The Minaret was one of a six-piece commission for a Middle Eastern collector, which also included the baroque Salomé pouring vessel and the Ruby and Amethyst platters, featuring free-blown spun-out tops on manipulated built-up bases. The recent affinity with Middle Eastern influences comes after years of creating objects with a "timeless'," even "ancient," look. The quality ofthe iridisation, particularly the crusty, coarse-textured volcanic effect ofthe Sultan series vessel, even gives the impression that it is an artefact from some antiquated world. Yet Heaney's work also smacks of his own worlds the US West Coast and the Australian East Coast.

'I've been told that my work seems Californian. Although I left California when I was 18, I suppose the experiences I had must have influenced me, because I've certainly heard that more than once from people who wouldn't know my background. Obviously, it's still a West Coast look.'

The effusive nature of his art is even more clearly a reflection ofthe easy-going Australian lifestyle and landscape, and Byron Bay is intrinsically in everything Heaney does. His reverence for nature permeates his life and work, leading him on personal journeys of self-discovery which imbue his recent sculptures with qualities of inner power. His political campaigning work in the Byron region has seen him. outspoken against large-scale development, such as a proposed Club Med resort, which he believes threatens to alter the character of the area, and in doing so imperil the natural beauty ofthe region.

The political work is an extension of Heaney's commitment to the environment and the preservation of natural beauty. 'I prefer to make objects that are beautiful, or embody some aspect ofbeauty in them. I believe it's important to make things that raise people's feelings ofwell-being, not bring them down, as some so-called fine art does. These sentiments also extend to the environment, because it is vitally important that the beauty of Australia's natural herirage is preserved for future generations.'

Heaney's work is held by private collectors all over the world and is featured in many public collections around Australia and overseas in Spain (a result of being exhibited at World Expo in Seville, in 1992) and Denmark.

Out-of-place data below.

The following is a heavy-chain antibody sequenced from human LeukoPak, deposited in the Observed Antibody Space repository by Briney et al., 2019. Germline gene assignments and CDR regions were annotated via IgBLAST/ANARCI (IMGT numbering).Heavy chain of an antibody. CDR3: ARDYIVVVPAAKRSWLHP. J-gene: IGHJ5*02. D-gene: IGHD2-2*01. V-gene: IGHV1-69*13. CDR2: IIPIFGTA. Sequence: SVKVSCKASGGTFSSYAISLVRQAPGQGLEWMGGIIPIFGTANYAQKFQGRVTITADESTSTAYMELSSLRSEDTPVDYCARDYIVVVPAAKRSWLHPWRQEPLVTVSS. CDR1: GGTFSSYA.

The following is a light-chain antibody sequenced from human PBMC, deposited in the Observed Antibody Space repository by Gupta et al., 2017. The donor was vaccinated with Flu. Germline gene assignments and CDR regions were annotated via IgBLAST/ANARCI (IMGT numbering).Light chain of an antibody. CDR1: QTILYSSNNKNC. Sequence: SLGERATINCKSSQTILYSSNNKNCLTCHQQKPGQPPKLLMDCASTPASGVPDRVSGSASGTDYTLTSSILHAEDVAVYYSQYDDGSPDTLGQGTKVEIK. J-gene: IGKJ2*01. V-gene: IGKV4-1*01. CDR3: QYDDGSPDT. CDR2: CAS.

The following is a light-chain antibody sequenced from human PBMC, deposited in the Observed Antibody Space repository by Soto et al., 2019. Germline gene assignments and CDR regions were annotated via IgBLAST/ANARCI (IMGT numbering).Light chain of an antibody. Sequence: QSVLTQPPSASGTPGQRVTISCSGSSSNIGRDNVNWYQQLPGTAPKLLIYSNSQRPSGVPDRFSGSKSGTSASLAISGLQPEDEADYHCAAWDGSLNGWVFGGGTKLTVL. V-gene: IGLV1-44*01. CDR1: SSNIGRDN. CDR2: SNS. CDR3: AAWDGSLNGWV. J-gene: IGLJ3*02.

'There are basically two ways you can make a living in art: one is to appeal to people through their love of the work ... because it is uplifting and makes them feel good; or you can appeal to those who buy something for status. Personally, I prefer to rely on the former aspect of the marketplace for my living.'

Exhibiting is a double-edged sword for Heaney; he appreciates the value of having his work seen by a larger, often uninitiated audience, and in 1993 he had shows in Sydney, Melbourne, Hong Kong and Florida. But he is also circumspect about the time, effort and cost involved, and is happy to continue exhibiting and selling through his own studio/gallery.

However, 1994 will see the unrelenting pace continue with collaborative research into the development of new colouring techniques for glass with scientists from the University of Technology in Sydney, as well as a major exhibition at the Glass Canvas Gallery in Florida. But Byron Bay and its surrounding region are destined to be Heaney's home for as long as he can see. His regard for the majesty of the rainforests and mountains that border the entrancing coastline is such that he avoids attempts to re-create their detail in glass.

'Really, it's a creation of God and everything in nature has such awesome intricacy - regardless of the level on which it is observed - it just becomes more and more interesting the closer you look. You can never do it justice, because the thing that makes it beautiful is its infinite variety, timelessness and biological fragility. It's like words trying to describe ultimate reality - it is not possible.'

Debbie Kruger

Debbie Kruger is an arts writer based in Byron Bay, NSW.
For further information contact the Hot Glass Studio, 6 Acacia Street, Byron Bay, NSW 2481, Australia.